The immune system plays a central role in the pathophysiology of many of the most important human diseases including infection, autoimmunity and cancer. Immune modulation is playing an increasingly important part in the treatment of many of these diseases as exemplified by the recent explosion of interest in immune modulation of cancer.

The immune system itself is complex, comprising a wide variety of cells that are constantly interacting with each other as well as with pathogens and normal and abnormal “self” cells and tissues. Maintenance of this complex network of interactions is highly dependent on signaling molecules that are recognized by immune cells and that drive different immune responses in different circumstances.

Of the wide range of signaling molecules of importance in immune modulation, some of the most biologically relevant are molecules that specifically alert the immune system to the presence of pathogens, the so-called Pathogen Associated Molecular Pattern molecules or PAMPs. The chemical structure of PAMPs is diverse and they are recognized by a range of different receptors and effector cells within the immune system, reflecting the need for the immune system to differentiate between different pathogenic agents. However, PAMPs share some key common features:

  • The molecular structures of PAMPs do not appear in eukaryotic organisms
  • The primary immune targets of PAMPs are cells of the innate immune system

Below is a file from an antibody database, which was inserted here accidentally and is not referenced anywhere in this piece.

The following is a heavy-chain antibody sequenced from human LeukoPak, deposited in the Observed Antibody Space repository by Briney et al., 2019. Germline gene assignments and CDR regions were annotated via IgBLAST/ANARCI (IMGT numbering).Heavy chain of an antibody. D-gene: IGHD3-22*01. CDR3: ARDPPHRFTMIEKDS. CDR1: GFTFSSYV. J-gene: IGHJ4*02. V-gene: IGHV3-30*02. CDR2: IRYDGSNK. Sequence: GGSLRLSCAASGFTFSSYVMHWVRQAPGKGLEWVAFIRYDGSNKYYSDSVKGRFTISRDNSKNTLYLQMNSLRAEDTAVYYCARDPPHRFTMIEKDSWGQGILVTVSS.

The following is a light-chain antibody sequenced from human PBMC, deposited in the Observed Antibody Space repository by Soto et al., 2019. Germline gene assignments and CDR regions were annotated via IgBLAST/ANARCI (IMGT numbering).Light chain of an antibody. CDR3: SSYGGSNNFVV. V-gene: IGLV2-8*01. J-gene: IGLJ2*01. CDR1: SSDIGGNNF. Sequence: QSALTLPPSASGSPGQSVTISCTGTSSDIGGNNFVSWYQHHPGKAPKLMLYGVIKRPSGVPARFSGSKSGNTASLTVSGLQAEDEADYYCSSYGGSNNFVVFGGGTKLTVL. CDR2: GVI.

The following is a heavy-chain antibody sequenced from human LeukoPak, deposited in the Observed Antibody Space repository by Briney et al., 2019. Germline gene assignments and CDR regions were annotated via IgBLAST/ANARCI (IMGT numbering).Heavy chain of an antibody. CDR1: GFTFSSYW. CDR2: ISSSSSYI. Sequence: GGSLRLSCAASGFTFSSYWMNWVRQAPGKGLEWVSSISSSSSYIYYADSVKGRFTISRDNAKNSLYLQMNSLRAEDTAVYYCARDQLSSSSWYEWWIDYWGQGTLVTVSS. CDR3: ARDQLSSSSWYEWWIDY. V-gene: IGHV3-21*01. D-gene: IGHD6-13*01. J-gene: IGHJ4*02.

• PAMPs elicit cross-talk between the innate and adaptive immune system enabling both arms of the immune system to respond

The therapeutic potential of PAMPs as immune modulators, primarily in cancer and viral infection, has been recognized for some time, however, historically, only one class of PAMPs, agonists of the Toll-Like Receptor (TLR) class have been explored. More recently, another class, Stimulators of Interferon Genes (STING) have become more prominent, again as potential cancer therapeutics.

Unfortunately, while these molecules offer significant promise in terms of biological activity, typically they are associated with a very narrow therapeutic index (the difference between their effective dose and their toxic dose) and therefore, are limited to topical application or to indications where direct delivery (e.g., intra-tumoral injection) is an acceptable route of administration.

This lack of tolerability has significantly inhibited the development of PAMPs as a therapeutic class, until now. Immune Research is developing a range of novel proprietary PAMPs with unique mechanism of action and a wide therapeutic index that are set to unleash the potential of PAMPs as therapeutics in a range of disease settings.